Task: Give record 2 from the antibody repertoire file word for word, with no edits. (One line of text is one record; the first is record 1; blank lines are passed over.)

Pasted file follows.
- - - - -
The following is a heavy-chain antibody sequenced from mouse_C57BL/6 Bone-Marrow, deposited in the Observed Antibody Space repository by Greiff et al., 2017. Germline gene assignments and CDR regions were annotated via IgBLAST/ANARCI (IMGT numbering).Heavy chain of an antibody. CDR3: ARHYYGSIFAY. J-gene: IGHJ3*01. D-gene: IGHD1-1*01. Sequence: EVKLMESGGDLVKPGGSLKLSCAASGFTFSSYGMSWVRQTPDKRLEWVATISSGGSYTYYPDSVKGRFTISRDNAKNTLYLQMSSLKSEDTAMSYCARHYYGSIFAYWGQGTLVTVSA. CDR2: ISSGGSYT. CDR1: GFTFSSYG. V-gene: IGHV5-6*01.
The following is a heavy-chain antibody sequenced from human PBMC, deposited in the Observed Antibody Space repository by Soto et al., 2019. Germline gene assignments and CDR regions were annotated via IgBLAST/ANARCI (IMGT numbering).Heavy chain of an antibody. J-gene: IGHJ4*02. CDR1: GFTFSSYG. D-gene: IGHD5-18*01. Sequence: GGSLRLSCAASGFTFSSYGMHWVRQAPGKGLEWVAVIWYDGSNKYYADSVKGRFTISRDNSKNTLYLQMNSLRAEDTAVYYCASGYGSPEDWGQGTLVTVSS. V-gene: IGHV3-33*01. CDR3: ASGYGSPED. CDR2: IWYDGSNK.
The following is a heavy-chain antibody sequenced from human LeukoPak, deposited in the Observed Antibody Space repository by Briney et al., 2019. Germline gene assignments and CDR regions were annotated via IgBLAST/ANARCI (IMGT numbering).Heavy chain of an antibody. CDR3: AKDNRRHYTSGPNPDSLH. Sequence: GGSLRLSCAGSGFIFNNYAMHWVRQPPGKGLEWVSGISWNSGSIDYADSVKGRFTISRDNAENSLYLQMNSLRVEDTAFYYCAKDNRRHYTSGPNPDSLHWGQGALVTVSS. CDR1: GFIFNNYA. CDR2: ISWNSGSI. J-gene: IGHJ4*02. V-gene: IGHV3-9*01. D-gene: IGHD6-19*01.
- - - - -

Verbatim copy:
The following is a heavy-chain antibody sequenced from human PBMC, deposited in the Observed Antibody Space repository by Soto et al., 2019. Germline gene assignments and CDR regions were annotated via IgBLAST/ANARCI (IMGT numbering).Heavy chain of an antibody. J-gene: IGHJ4*02. CDR1: GFTFSSYG. D-gene: IGHD5-18*01. Sequence: GGSLRLSCAASGFTFSSYGMHWVRQAPGKGLEWVAVIWYDGSNKYYADSVKGRFTISRDNSKNTLYLQMNSLRAEDTAVYYCASGYGSPEDWGQGTLVTVSS. V-gene: IGHV3-33*01. CDR3: ASGYGSPED. CDR2: IWYDGSNK.